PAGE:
A Chippendale Gothic Sideboard with Marble Top

Circa 1770
Reference #: EF1591

Height: 38 ¾ inches (98.4 cm)
Width: 53 ½ inches (135.9 cm)
Depth: 28 ½ inches (72.4 cm)

The rectangular marble top above a freeze including a Greek key pattern above gothic blind fretwork, having one drawer on the left side, raised on square tapering fluted legs and terminating in block feet.

The Gothic style, a protest against the rigid discipline of Palladianism, gained popularity in the 1740s. Batty Langely included designs in his book for interiors called Gothic Architecture Improved, published in 1742, and William Kent used the style when building extensions at Rousham. Horace Walpole decided in 1747 to make his home, Strawberry Hill, a Gothic showplace, which gave the movement fashionable status. In 1754 Chippendale introduced the Gothic style to a wider audience, including many designs for pieces in the Gothic style in his very popular publication The Gentleman & Cabinet-Maker’s Directory. The appearance of the Gothic sideboard confirms that the taste was socially acceptable in dining rooms. Most of the sideboards made in the Gothic style have a Chinese flavor, as Chinoiserie was also a favorite style at the time.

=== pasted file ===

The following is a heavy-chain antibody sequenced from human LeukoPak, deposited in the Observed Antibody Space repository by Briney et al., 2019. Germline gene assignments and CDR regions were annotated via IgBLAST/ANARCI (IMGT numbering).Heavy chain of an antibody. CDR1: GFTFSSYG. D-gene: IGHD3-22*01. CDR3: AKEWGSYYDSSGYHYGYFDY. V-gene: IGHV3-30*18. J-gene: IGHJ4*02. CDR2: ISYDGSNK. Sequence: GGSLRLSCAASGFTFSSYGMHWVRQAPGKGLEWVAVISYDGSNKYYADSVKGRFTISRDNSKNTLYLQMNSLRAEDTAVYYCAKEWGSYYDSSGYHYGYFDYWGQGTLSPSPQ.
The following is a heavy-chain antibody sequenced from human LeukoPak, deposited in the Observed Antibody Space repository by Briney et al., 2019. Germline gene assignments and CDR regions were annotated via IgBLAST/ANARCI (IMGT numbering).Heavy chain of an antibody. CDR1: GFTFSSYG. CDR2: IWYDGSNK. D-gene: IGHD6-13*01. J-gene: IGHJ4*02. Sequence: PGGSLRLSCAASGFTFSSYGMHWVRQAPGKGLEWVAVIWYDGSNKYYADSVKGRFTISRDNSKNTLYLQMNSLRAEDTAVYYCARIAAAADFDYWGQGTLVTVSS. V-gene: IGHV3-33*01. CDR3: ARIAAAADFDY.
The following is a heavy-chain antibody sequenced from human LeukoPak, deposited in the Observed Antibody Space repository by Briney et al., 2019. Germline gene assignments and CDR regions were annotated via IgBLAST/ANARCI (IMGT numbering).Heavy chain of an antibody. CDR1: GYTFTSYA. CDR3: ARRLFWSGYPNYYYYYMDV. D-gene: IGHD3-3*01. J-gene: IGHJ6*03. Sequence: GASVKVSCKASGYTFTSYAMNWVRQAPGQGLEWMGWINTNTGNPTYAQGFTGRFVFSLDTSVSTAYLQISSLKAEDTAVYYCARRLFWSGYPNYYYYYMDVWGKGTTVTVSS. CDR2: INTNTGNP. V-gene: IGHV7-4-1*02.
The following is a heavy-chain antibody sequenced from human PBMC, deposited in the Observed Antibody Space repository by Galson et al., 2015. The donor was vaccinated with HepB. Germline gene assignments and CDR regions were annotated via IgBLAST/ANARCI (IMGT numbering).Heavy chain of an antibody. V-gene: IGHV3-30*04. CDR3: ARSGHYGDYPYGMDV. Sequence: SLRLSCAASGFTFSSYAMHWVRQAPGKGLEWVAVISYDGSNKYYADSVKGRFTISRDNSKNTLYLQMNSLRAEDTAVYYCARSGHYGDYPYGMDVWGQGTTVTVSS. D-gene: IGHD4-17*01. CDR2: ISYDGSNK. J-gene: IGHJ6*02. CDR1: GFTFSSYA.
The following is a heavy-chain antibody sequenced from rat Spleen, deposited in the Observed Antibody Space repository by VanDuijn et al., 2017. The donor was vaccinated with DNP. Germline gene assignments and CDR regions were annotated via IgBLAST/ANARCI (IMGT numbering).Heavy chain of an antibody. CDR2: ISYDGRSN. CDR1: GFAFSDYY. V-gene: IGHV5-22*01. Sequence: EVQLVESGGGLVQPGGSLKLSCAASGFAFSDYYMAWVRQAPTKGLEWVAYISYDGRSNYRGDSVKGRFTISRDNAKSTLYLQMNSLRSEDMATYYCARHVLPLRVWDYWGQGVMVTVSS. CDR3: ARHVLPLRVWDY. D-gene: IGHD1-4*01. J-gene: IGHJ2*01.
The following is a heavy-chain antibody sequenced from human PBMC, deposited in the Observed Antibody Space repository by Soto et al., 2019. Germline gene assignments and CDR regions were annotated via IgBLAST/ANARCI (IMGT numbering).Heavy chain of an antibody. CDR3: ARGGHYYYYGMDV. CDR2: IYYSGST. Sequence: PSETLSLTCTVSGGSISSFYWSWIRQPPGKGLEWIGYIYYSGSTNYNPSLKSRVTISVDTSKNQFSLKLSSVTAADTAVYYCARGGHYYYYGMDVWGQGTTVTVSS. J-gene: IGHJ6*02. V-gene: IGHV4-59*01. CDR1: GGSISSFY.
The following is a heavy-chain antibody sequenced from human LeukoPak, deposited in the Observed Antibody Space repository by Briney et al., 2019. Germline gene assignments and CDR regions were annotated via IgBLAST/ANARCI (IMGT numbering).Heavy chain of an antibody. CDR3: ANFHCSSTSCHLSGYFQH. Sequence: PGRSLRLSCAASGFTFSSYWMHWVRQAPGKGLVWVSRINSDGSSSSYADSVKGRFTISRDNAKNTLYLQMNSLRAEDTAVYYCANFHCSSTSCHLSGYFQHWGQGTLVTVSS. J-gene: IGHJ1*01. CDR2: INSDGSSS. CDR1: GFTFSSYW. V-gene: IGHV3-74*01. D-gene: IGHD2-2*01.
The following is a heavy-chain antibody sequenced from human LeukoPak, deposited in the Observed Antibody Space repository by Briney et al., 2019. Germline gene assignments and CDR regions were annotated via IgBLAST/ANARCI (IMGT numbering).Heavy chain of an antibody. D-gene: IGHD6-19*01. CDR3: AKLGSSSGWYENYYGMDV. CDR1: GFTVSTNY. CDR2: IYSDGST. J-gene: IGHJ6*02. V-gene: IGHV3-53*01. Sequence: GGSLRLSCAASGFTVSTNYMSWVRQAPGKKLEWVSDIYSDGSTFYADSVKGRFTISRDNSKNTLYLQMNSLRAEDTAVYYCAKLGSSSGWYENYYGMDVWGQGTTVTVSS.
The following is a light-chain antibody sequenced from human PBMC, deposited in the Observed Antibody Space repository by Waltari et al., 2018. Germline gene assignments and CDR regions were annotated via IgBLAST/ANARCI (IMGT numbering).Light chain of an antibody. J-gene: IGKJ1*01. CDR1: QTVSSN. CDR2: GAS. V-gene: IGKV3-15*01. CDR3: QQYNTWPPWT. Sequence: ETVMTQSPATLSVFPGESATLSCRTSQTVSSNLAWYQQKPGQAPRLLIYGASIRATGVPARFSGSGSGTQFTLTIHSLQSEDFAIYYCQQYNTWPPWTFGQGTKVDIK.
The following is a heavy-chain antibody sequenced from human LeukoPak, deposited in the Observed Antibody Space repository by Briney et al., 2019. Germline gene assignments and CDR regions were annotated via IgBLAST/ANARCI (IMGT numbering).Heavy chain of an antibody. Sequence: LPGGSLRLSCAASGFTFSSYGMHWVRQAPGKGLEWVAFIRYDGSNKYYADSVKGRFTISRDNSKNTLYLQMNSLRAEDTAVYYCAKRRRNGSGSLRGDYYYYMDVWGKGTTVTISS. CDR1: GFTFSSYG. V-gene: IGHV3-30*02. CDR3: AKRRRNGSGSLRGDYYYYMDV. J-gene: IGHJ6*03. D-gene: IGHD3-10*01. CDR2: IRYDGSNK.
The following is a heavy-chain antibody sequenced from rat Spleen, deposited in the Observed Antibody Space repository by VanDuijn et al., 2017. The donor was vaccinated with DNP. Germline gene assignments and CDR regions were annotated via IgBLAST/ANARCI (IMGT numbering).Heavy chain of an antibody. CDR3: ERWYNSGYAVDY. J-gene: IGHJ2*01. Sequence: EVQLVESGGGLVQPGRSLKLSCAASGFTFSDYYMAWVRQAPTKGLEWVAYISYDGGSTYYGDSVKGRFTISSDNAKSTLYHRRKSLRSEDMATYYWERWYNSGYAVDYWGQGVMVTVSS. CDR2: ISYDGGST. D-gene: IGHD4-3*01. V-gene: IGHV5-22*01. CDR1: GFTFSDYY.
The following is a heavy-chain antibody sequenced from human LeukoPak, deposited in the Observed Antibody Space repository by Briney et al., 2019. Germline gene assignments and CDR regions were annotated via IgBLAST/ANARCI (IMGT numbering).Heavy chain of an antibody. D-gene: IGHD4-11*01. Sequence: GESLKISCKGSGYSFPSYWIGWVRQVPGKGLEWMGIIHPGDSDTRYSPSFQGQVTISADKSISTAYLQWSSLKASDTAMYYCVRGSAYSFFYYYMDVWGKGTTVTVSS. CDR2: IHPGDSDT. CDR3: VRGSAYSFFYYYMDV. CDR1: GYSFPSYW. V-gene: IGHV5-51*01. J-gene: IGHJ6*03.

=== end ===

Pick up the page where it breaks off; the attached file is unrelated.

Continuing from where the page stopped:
The blind fretwork that adorns this table was inspired by gothic window designs. Also used on the backs of chairs (see The Gentleman & Cabinet-Maker’s Directory by Thomas Chippendale, Plate XVII), it is rarely seen on sideboards.

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